The All-22: How to beat the Seahawks
There appear to be two versions of the Seattle Seahawks in the public consciousness. There is the juggernaut that has gone 18-3 in its last 21 regular-season games and is nearly unbeatable at home. That Seahawks team has one of the best young quarterbacks in Russell Wilson, a dominant running back in Marshawn Lynch and a defense that can shut down — nay, embarrass — any offense it faces.
Then, there’s the Seahawks team that has lost two of its last four games — both to excellent division opponents, and one was at home. The Arizona Cardinals’ 17-10 victory at CenturyLink Field provided a template to beat this Seahawks team, even in its own backyard — push Lynch off his axis after you’ve shredded his sub-par line, run Wilson to death after his pass protection erodes and outlast a defense increasingly staffed by backup cornerbacks.
As with most narratives, there’s truth to both sides of the story. The Seahawks are, by advanced metrics, the NFL’s best team — at least in the regular season — for the second straight year. Their point differential of +186 is second-best to Denver’s, and their defense is just as good as the stats imply. Perhaps even better given that those backup cornerbacks, like Byron Maxwell and Jeremy Lane, have jumped in and played like starters from the word “go.” And Wilson has thrown more touchdown passes in his first two seasons (52) than anyone not named Peyton Manning.
On the other hand … the offensive line can be a sieve at times, especially at guard, which is one reason Lynch’s rushing totals have plummeted of late — from 5.2 yards per carry in November to 3.6 yards per carry in December. “Run-to-win” is often an unholy misuse of correlation and causation, but in the Seahawks’ case, it rings true. One of the main reasons they went 3-2 in December was that Lynch is the force around which everything else revolves.
But the road to the Super Bowl goes through Seattle this season, and the last time that happened (the 2005 season), the Seahawks made it to Super Bowl XL, where they lost to the Pittsburgh Steelers. They’re going to be favorites no matter who they face this postseason, starting in the divisional round with a New Orleans team they crushed 34-7 on Dec. 1.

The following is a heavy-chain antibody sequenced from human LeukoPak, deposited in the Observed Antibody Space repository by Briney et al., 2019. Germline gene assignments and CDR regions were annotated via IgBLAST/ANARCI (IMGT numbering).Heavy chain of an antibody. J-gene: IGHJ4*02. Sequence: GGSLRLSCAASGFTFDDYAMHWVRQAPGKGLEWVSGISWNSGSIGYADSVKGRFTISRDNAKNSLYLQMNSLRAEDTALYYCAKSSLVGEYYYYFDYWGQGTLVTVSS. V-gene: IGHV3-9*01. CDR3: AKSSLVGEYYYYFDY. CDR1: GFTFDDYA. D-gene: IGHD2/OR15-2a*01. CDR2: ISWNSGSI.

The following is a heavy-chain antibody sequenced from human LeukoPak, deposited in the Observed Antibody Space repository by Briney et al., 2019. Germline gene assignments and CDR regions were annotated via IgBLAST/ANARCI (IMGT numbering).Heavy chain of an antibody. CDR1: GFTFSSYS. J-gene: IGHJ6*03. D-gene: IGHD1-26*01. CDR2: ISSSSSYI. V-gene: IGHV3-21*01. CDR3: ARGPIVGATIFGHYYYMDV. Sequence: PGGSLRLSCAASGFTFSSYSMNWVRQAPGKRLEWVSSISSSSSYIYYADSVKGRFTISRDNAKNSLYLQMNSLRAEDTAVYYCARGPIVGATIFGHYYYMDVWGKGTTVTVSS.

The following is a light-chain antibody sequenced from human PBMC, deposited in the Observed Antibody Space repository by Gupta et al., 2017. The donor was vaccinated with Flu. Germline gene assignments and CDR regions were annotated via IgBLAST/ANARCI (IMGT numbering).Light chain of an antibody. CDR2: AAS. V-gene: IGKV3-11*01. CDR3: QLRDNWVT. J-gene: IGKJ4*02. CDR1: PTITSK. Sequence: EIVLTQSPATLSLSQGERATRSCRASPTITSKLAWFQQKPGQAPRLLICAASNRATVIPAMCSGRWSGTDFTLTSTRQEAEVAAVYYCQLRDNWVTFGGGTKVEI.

That said, if home playoff status were an inevitability for victory, we wouldn’t bother having the postseason in the first place. The reality is there have been enough five- and six-seeds taking home the Lombardi Trophy in the last decade to make it more than interesting for everyone involved. And with that in mind, here are five ways to take care of a Seahawks team that has been unbeatable at times — and all too vulnerable at others.
1. Wait for protection breakdowns, then spy Russell Wilson to the sideline.
Wilson threw outside the pocket a league-leading 25 percent of the time in 2012, and he’s continued that trend out of necessity in his second NFL season. Seattle’s pass protection is inconsistent at best and disastrous at worst — and though pass protection is generally tougher with mobile quarterbacks who extend plays, Wilson makes it easier by running out of the frame and away from designed pass-rush sets.
When he gets outside and his reads to the open side are covered, Wilson has the arm to throw across his body, but he also has to manage the time before the play breaks down. Times like these are when he’ll bail and run. You can’t always assign a spy defender to trail Wilson, but if you have the kind of defense that can cover downfield without help, putting a fast linebacker on No. 3 is a good way to prevent those embarrassing downfield quarterback runs.